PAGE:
Sanders Ice Cream was at the corner of Gratiot and Pfent (building still stands vacant)

There was also a Federals, Winklemans, Hughes, & Hatcher, etc. in there too.

Whoever decided to destroy it (including the absolutely gorgeous Montgomery Wards building) for that suburban cluster**** there now needs to be thrown under the jail IMO.
Reply With Quote Quick reply to this message
Please register to post and access all features of our very popular forum. It is free and quick. Over $68,000 in prizes has already been given out to active posters on our forum. Additional giveaways are planned.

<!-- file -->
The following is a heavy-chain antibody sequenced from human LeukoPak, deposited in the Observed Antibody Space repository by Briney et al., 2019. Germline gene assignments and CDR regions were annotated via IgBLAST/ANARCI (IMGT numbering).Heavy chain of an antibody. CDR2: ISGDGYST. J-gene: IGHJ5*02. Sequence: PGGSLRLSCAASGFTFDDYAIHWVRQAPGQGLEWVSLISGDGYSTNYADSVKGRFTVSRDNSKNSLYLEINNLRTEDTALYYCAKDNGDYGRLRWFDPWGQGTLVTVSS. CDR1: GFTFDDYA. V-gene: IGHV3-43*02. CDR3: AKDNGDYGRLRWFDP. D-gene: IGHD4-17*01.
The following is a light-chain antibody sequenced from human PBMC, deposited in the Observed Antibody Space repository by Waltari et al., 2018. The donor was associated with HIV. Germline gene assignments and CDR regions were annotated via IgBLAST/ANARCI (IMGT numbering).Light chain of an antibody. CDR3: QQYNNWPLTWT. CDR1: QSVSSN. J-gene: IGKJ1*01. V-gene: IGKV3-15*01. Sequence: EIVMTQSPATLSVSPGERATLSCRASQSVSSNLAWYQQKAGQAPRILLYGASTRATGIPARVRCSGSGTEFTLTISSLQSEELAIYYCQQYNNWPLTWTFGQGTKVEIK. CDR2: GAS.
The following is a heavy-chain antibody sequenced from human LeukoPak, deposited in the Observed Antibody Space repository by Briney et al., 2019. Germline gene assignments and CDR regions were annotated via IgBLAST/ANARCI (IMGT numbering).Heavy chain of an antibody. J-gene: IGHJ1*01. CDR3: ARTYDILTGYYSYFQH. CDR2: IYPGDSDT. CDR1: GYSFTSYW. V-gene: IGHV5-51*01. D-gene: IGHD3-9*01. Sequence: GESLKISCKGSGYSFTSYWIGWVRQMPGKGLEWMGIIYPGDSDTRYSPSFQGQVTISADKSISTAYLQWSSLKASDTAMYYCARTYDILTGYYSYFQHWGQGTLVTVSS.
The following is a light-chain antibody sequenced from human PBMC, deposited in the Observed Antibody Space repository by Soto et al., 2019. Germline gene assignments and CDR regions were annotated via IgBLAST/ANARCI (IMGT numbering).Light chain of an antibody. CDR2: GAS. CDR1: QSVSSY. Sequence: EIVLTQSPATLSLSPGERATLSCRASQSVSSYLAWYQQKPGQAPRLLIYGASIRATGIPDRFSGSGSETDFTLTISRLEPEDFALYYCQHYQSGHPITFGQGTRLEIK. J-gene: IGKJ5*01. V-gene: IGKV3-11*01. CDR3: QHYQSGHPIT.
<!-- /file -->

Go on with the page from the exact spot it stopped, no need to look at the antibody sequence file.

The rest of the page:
Detailed information about all U.S. cities, counties, and zip codes on our site: City-data.com.


Reply
Please update this thread with any new information or opinions. This open thread is still read by thousands of people, so we encourage all additional points of view.

Quick Reply
Message:


Options
X
Data:
Loading data...
Based on 2000-2016 data
Loading data...

123
Hide US histogram

Over $104,000 in prizes was already given out to active posters on our forum and additional giveaways are planned!

Go Back   City-Data Forum > U.S. Forums > Michigan > Detroit
Follow City-Data.com founder on our Forum or

All times are GMT -6.

© 2005-2020, Advameg, Inc. · Please obey Forum Rules · Terms of Use and Privacy Policy · Bug Bounty

City-Data.com - Archive 1, 2, 3, 4, 5, 6, 7, 8, 9, 10, 11, 12, 13, 14, 15, 16, 17, 18, 19, 20, 21, 22, 23, 24, 25, 26, 27, 28, 29, 30, 31, 32, 33, 34, 35 - Top